On top of the lands that just tap for mana, Into the North can draw additional Snow Lands Mouth of Ronom and Dark Depths. Mouth of Ronom obviously has some utility, seeing as it can tap for colorless or shoot down Loxodon Hierarch, but it is a little pricey. I see it as a card that may or may not see heavy play. Dark Depths is just bad. Really. It's bad. And by “bad” I mean “terrible.” Like you would not want to play it. It's a bad card that costs you a land drop. It's terrible and will never be good. And you'll lose to it. You will definitely lose to this bad, terrible, land-leeching, thirty-mana play, likely more than once. That said, knowing that Dark Depths is bad will allow you to complain about how you just lost to such a terrible card with greater ire and sophistication.

One Mana Plays

Sometimes it is okay to play sub-optimal cards because they fit mechanically into a deck's theme. For example, you play Eye of Nowhere in Vore because it is a sorcery. Does it make sense? Boomerang is just a better card, doing essentially the same job as Eye of Nowhere, but at instant speed. Remember, though, that the Vore deck loves sorceries in particular, so that limitation is actually the reason we play Eye of Nowhere. Boreal Druid is a strictly weaker card in terms of functionality versus mana cost than Llanowar Elves or Block brother Fyndhorn Elves, but it will see play in Snow decks. Boreal Druid is a Snow permanent! You can find it with Scrying Sheets or tap it to pick up Stalking Yeti. While “worse” than Llanowar Elves in the generic [mana] sense, in a deck that relies heavily on the Snow theme, Boreal Druid can sometimes do more.

On the other end of the spectrum you have Skred. This Red removal spell has a lot in common with Boreal Druid. It costs one mana. It is Snow-stamped. Unlike Boreal Druid, which is slightly less efficient than other options, Skred is maybe the most efficient spot elimination spell since Swords to Plowshares! The catch is, Skred is only spectacular in a dedicated Snow deck. If you play it on the first turn using your Snow-Covered Mountain, Skred is a Lava Dart. On the next turn, it is a Shock or Firebolt. At three it's a Lightning Bolt (and Lightning Bolt costs half the mana as perfectly good alternative Volcanic Hammer). Past that point, Skred is off any recognizable power curve, costing you a paltry two mana only when you are aiming it at Grand Arbiter Augustin IV. In any other color, Skred would be an automatic four-of in the main deck. If it is not there in Red Snow decks, that is only because Red already has efficient general burn spells, and Skred is being held in reserve for sideboarded games when the Red player knows for certain he is up against creatures (it's not useful against Heartbeat of Spring, for example).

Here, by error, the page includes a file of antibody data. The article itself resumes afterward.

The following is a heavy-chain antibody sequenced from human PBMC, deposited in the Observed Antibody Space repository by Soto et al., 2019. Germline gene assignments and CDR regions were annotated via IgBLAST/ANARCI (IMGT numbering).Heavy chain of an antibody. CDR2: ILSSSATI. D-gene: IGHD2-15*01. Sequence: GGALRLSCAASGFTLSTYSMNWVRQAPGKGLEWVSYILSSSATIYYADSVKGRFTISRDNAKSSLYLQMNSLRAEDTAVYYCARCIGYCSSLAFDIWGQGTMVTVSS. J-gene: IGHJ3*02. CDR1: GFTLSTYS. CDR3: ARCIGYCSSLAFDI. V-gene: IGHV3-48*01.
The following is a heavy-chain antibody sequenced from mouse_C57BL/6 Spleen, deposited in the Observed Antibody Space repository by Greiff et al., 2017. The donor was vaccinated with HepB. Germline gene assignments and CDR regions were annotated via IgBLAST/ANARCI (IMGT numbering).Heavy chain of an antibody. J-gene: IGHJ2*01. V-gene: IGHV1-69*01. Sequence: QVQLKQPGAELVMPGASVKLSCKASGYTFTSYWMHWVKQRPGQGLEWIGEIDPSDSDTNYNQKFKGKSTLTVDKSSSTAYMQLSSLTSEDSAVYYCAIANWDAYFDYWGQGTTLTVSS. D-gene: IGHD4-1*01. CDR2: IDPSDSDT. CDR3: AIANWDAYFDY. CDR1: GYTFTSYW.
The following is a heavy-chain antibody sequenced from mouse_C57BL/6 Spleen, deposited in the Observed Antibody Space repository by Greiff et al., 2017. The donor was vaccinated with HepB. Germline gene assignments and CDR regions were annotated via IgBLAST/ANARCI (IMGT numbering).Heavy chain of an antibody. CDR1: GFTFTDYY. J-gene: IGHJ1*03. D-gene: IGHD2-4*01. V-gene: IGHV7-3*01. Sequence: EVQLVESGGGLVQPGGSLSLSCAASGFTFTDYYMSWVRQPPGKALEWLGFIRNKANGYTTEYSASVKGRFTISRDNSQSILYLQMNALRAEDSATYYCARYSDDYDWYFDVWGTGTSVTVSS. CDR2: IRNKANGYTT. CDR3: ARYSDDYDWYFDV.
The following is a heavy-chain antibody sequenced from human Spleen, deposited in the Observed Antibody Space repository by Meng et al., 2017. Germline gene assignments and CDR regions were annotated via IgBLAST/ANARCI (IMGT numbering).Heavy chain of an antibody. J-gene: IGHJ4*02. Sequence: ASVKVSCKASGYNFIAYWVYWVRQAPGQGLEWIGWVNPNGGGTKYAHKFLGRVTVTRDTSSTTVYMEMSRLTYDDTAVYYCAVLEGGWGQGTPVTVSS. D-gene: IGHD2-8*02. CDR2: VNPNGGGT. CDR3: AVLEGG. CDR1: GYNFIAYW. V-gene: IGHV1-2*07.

Beyond the Big Two (Scrying Sheets and Into the North), I predict the most played Snow card will be Coldsteel Heart. We are already living and playing in an era where even some aggressive Standard and Ravnica-themed decks are playing four or more Signets. Coldsteel Heart is worse than a Signet in Guild colors (it comes into play tapped after turn 2), but it is strictly better than at least five cards that saw tournament play (Sky Diamond & co). Though somewhat weaker in a G/W deck than, say, Selesnya Signet, Coldsteel Heart can go into a Snow deck to up the count for Scrying Sheets… Think of it as the Snow theme's answer to Vore's Eye of Nowhere.

Phyrexian Ironfoot holds the title for Matt Cavotta's favorite card [name] in the new set. A 3/4 for three mana with a significant mana drawback is not going to break any efficiency records in Standard, not with Burning-Tree Shaman potentially on the other side of the table, but we've certainly seen control decks work with worse. Andrew Cuneo's original Draw-Go deck played Steel Golem as its kill card, and while Phyrexian Ironfoot is both a slightly better early game defender and flat-out worse end game beater than Steel Golem was, you can't really take away the fact that it might be a free card (or that in the very late game, it can play a kind of dim-witted cousin to Serra Angel). I wouldn't expect this card to be played in the heavy Green Snow decks, but there is already talk of post-Kamigawa Block Blue Snow decks… This Phyrexian might just get his foot in the door in one of those.

Key Creatures

I already talked about Ohran Viper, so I am just going to skip ahead to the big guys.

Half a Debtors' Knell, more significant than a Serra Angel, Adarkar Valkyrie is arguably the best of the Snow finishers. For one thing, she is only six mana rather than seven. For another, there is a greater incentive to G/W/x Snow than any other color combination at present (I think), just because of what dual lands you can play. Adarkar Valkyrie is just the best available lady for the job.